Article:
Reflections on my Elizabeth Casson Memorial Lecture

Professor Gail Mountain

I was honoured to be invited to give the Casson Lecture in Eastbourne in 2005.

The title of my paper was the dictionary definition of ‘Challenge:’ that is to Confront, Defy, Face up to; a Difficulty that Stimulates Interest of Effort. Being asked to return to this lecture after so many years and write a blog has been a good experience, particularly as I am coming to the end of my working life. I must admit that I was surprised at some of the content such as the details that I had obtained of Dr Casson’s life. I was reminded once again of the real contribution that my profession can make and why she envisioned this around 100 years ago.  Hopefully some of my thoughts will have resonance for those of you taking the time to read this.

In 2004/5 the responsibility associated with being asked to deliver this annual lecture was not lost on me and I spent a good period of time researching our founder Dr Elizabeth Casson. I was able to access archives from the Royal College of Psychiatrists and what I discovered was a woman who had carved out a very successful career in psychiatry in the 1920’s.  This in itself was a remarkable achievement given that, at the time, the majority of women of her class were not expected to take paid work outside the home. This led me on to consider what had given her the impetus to create and support a new profession. Was it the carnage of the 1stworld war, the emergent common ideas regarding the importance of occupation being discussed in both Scotland and America, a combination of both or some other force?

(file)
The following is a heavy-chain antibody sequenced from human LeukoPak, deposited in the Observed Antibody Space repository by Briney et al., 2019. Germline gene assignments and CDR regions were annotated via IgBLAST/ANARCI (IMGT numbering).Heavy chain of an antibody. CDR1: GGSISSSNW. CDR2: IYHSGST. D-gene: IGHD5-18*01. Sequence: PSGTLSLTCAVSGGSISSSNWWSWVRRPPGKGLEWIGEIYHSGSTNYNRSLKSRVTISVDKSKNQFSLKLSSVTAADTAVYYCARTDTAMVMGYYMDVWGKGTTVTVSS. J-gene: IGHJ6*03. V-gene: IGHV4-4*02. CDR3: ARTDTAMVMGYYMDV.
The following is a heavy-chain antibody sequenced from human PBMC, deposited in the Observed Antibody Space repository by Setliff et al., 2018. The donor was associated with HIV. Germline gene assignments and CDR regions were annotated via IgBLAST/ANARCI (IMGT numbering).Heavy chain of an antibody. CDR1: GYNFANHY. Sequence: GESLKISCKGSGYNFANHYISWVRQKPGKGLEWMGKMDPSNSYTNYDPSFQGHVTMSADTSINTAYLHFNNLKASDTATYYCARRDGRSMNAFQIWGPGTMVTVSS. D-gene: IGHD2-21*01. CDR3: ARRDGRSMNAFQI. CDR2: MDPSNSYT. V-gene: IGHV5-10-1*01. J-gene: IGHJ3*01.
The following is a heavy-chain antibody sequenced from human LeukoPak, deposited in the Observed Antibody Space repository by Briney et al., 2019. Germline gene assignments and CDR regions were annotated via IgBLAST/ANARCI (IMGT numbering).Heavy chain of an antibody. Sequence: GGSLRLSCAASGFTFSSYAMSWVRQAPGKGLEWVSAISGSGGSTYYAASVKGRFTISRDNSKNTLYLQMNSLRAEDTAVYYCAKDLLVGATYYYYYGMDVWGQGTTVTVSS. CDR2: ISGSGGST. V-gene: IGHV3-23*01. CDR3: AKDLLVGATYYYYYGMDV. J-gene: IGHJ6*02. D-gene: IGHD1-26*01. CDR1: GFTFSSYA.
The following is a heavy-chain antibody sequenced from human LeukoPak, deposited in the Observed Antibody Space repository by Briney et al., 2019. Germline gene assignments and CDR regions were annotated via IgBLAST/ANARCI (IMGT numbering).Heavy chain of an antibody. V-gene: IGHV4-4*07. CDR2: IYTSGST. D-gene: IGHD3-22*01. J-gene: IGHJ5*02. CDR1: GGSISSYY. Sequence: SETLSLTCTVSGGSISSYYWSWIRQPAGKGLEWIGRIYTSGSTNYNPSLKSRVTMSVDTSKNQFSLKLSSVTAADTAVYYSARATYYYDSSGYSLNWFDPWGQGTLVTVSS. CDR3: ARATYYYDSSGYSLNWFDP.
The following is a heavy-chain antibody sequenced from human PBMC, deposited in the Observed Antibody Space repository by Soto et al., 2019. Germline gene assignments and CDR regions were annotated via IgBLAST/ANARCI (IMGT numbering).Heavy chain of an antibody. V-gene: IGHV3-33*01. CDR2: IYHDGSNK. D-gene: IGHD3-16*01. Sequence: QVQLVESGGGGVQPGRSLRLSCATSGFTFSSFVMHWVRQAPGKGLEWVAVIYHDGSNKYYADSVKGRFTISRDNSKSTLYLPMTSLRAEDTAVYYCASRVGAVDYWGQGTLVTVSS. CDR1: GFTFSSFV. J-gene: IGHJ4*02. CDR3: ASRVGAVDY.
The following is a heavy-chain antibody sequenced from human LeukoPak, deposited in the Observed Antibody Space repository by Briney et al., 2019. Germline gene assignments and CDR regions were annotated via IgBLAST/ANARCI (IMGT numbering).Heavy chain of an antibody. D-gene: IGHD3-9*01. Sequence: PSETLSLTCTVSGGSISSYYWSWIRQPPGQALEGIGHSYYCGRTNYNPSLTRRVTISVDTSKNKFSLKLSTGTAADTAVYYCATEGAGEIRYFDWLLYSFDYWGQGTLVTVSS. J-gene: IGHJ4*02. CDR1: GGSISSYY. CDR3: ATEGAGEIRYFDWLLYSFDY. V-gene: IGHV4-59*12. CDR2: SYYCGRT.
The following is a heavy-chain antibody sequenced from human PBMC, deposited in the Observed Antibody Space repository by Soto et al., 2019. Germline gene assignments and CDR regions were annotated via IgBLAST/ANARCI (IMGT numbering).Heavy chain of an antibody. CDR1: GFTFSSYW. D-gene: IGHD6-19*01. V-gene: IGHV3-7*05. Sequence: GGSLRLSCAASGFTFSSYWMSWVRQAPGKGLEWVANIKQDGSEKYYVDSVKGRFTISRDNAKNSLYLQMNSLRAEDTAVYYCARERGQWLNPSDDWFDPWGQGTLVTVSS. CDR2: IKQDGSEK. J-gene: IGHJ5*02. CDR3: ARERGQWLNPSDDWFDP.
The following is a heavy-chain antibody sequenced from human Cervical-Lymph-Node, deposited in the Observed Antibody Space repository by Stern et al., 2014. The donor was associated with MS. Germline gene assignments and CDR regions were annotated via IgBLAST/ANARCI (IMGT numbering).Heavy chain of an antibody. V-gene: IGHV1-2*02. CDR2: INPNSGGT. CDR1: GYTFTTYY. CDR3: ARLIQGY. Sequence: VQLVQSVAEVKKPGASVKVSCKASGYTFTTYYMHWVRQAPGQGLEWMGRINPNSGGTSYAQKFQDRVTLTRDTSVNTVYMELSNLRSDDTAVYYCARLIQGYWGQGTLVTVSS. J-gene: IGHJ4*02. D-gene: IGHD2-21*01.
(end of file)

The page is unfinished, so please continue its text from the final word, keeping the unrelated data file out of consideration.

Dr Elizabeth Casson was from a privileged background and subsequently made significant personal investment to establish occupational therapy in our country. How her family might have reacted to the idea of having to financially support such a venture, and over the long term, is interesting to consider.  I still wonder what drove her on despite the challenges; if only it were possible to ask her such questions.